IDEAS home Printed from
   My bibliography  Save this paper

Liberalizing Trade in Services in Tunisia: General Equilibrium Effects


  • Saoussen Ben Romdhane

    () (Teaching Assistant in Economics, Institut Supérieur d’Informatique et de Gestion de Kairouan.)


The main objective of the paper is to simulate removal of barriers to trade in services in Tunisia by focusing on two modes; cross-border delivery (Mode 1) and commercial presence (Mode 3). For the first mode, we model restrictions as tariff equivalent-price wedges. Thus, the simulation of services liberalization consists of removing totally, or partially, these estimated tariff equivalents. We assume for the second mode (Mode 3), that restrictions are a combination of monopoly-rent distortions and inefficiency costs. Our approach consists of introducing excess cost directly into the production function through the total factor productivity coefficient. Meanwhile, the rent component is handled in the same way as domestic taxes on sales of domestically-produced services. Under this mode, we consider three scenarios varying according to alternative assumptions on the relative importance of excess cost as opposed to rents. The first one assumes that prior to liberalization; firms did not have any market power but were inefficient by comparison to best- practice. The second scenario makes the opposite assumption – that local production followed best-practice but that market power generated rents in the initial situation. The final scenario is a mixed one assuming that inefficiency cost and rents weigh equally. Results show that the potential welfare implications of services liberalization are clearly positive and substantial. The liberalization of cross border trade leads to a small gain in welfare while the combination of rent generating and cost inefficiencies distortions has a more significant effect. Welfare increases by more than 4 percent when we consider the two modes of service delivery and most of this gain is attributed to FDI liberalization. The service share in production is relatively important, in particular when we combine the effects of Mode 1 and the mixed scenario of Mode 3. This result confirms the idea that liberalizing services has a large impact on welfare.

Suggested Citation

  • Saoussen Ben Romdhane, 2008. "Liberalizing Trade in Services in Tunisia: General Equilibrium Effects," Working Papers 404, Economic Research Forum, revised 06 Jan 2008.
  • Handle: RePEc:erg:wpaper:404

    Download full text from publisher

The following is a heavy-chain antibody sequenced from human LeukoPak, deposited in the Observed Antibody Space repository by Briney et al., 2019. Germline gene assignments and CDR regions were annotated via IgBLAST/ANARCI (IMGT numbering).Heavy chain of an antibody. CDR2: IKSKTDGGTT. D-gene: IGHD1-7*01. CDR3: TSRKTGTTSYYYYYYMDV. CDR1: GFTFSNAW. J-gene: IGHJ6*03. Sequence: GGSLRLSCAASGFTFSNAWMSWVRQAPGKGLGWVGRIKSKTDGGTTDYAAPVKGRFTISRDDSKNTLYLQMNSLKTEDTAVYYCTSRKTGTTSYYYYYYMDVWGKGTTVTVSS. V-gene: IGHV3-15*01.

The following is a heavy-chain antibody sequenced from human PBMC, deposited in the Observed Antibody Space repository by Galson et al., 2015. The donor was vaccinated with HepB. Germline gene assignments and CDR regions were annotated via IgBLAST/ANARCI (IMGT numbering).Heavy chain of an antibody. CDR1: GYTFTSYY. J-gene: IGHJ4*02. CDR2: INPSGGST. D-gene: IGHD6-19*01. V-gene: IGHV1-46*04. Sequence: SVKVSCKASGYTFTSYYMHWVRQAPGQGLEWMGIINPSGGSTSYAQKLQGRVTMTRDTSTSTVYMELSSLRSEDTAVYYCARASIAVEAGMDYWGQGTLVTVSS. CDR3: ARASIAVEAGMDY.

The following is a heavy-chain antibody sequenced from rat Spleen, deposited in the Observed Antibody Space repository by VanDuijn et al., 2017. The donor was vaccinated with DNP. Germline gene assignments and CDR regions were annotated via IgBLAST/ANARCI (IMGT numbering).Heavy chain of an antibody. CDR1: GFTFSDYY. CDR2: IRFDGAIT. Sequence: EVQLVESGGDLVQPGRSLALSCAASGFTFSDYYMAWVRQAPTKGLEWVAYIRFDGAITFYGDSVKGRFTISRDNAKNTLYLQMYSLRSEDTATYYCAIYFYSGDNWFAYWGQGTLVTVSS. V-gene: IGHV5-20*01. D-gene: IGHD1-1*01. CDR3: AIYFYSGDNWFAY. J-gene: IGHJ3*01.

File URL:
    Download Restriction: no

    File URL:
    Download Restriction: no

    References listed on IDEAS

    1. Olivier Boylaud & Giuseppe Nicoletti, 2003. "Regulation, market structure and performance in telecommunications," OECD Economic Studies, OECD Publishing, vol. 2001(1), pages 99-142.
    Full references (including those not matched with items on IDEAS)

    More about this item


    Access and download statistics


    All material on this site has been provided by the respective publishers and authors. You can help correct errors and omissions. When requesting a correction, please mention this item's handle: RePEc:erg:wpaper:404. See general information about how to correct material in RePEc.

    For technical questions regarding this item, or to correct its authors, title, abstract, bibliographic or download information, contact: (Sherine Ghoneim). General contact details of provider: .

    If you have authored this item and are not yet registered with RePEc, we encourage you to do it here. This allows to link your profile to this item. It also allows you to accept potential citations to this item that we are uncertain about.

    If CitEc recognized a reference but did not link an item in RePEc to it, you can help with this form .

    If you know of missing items citing this one, you can help us creating those links by adding the relevant references in the same way as above, for each refering item. If you are a registered author of this item, you may also want to check the "citations" tab in your RePEc Author Service profile, as there may be some citations waiting for confirmation.

    Please note that corrections may take a couple of weeks to filter through the various RePEc services.

    IDEAS is a RePEc service hosted by the Research Division of the Federal Reserve Bank of St. Louis . RePEc uses bibliographic data supplied by the respective publishers.